- It is a Career Average Revalued Earnings (CARE) scheme, rather than a final salary schemewhere benefits are built up on the value of your pensionable earnings each year during your NHS career.
- The pension build up rate is 1/54th of pensionable earnings in each year with no limit on the amount of pensionable membership which can be built up.
- This 1/54th fraction is better than the current 1995 and 2008 Sections.
- Each year’s pension earned will increase every year in value by the Consumer Price Index (CPI) plus 1.5 % per year.
- The age at which benefits can be claimed without reduction for early payment (normal pension age (NPA)) is the same age as your State Pension Age (but cannot be lower than 65).
- Pension benefits already built up in the 1995 and 2008 sections will be retained and calculated by reference to your final pay at retirement. You will still need to retire from NHS employment in order to access your 1995 or 2008 section benefits. You will not be able to access your 2015 benefits without reduction for early payment until your normal pension age for the 2015 pension scheme.
UNISON has produced a PowerPoint presentation on the new scheme (see Resources below).
Protection is the arrangement under which certain members of the NHS Pension scheme will remain in their current section of the NHS Pension Scheme indefinitely or will move to the new scheme at a later date, depending on the form of protection they have.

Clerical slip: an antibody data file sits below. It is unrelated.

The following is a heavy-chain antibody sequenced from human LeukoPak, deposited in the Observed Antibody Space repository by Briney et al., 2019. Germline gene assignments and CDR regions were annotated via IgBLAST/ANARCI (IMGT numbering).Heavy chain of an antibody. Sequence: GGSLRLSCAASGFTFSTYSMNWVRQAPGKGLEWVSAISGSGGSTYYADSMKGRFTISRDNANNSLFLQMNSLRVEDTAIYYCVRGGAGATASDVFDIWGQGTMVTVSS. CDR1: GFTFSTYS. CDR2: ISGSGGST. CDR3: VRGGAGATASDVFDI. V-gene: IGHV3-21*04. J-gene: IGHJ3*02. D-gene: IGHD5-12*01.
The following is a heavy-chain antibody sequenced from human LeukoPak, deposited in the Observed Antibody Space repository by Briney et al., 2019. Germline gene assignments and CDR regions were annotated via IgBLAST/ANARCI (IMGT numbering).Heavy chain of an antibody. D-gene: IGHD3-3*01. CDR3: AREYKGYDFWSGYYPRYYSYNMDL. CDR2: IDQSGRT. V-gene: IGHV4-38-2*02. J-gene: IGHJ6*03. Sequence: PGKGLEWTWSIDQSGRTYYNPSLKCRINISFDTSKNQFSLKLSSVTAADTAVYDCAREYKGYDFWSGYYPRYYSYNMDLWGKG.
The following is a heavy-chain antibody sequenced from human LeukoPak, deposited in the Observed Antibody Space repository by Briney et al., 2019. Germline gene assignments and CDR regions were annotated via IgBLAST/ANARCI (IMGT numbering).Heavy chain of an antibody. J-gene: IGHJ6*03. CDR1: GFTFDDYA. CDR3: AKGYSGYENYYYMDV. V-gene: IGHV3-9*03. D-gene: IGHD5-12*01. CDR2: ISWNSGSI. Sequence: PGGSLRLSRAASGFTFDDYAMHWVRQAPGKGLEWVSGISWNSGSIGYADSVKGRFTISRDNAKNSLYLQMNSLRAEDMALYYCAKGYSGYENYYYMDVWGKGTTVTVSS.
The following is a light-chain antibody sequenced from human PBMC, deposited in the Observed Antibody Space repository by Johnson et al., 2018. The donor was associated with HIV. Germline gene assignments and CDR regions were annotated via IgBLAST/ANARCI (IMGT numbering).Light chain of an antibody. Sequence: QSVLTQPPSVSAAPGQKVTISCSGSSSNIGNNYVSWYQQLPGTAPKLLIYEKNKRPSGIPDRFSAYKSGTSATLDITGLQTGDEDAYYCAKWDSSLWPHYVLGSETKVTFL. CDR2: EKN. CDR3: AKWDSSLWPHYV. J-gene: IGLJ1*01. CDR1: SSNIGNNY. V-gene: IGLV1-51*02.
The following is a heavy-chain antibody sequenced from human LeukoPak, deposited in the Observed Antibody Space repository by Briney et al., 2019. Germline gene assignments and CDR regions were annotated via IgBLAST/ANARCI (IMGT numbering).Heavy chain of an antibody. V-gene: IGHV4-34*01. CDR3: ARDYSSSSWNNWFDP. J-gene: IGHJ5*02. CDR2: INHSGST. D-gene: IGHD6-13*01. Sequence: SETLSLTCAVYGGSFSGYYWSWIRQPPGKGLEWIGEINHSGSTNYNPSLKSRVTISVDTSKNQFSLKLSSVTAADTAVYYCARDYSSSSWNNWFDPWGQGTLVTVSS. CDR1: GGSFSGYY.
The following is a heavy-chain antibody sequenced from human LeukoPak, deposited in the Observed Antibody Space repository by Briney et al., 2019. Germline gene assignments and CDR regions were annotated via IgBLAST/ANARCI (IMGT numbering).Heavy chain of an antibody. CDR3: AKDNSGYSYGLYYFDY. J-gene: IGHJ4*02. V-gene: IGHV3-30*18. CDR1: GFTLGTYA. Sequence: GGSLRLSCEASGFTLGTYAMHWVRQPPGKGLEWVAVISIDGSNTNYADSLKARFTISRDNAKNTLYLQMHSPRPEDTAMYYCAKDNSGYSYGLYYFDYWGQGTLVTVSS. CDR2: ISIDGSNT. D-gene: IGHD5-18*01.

If you were within 10 years of your NHS Pension Scheme Normal Pension Age – the age at which they can retire without a reduction in pension benefits – as at the 1 April 2012 you remain in the 1995 or 2008 Section until you retire or otherwise leave the scheme. For most 1995 Section members this means 50 or over (or 45 for Special Class and MHO members) and 55 for 2008 Section members.
If you were more than 10 years but less than 13 years and 5 months from your Normal Pension Age as at 1 April 2012 you are entitled to Tapered Protection’. This means you will move to the new 2015 scheme at a date later than 1 April 2015 but will ultimately have to move by no later than the 1 April 2022.
If you are a member of the 1995 or 2008 Section and were, at 1 April 2012, more than 13 years and 5 months away from your Normal Pension Age you will move to the new 2015 Scheme on 1 April 2015.
Changes to the NHS Pension Scheme that took place on 1 April 2015 have potential implications for anyone involved in a salary sacrifice scheme. If you are currently participating in a salary sacrifice scheme and are now in the new NHS Pension Scheme 2015 you should consider whether this is still in your best overall financial interest. Read UNISON’s briefing ‘Salary sacrifice arrangements and your NHS pension: advice for UNISON members’ (see Resources below) for more information.
How the UNISON pensions unit can help you
UNISON has a pensions unit dedicated to dealing with issues concerning our member’s pension schemes and rights. The pensions unit has two full-time officers plus secretarial support.
The unit will always do what it can to accommodate branch/regional requests for pension briefings and pension surgeriessubject to resource constraints.
Pensions casework can also be sent to the pensions unit via the usual case protocols.
Alan Fox leads on NHS pensions and can be contacted at firstname.lastname@example.org or 020 7121 5514.
Total Rewards Statements
All NHS staff are now entitled to a Total Reward Statement (TRS) each year. This will include an Annual Benefit Statement (ABS) for pension scheme members.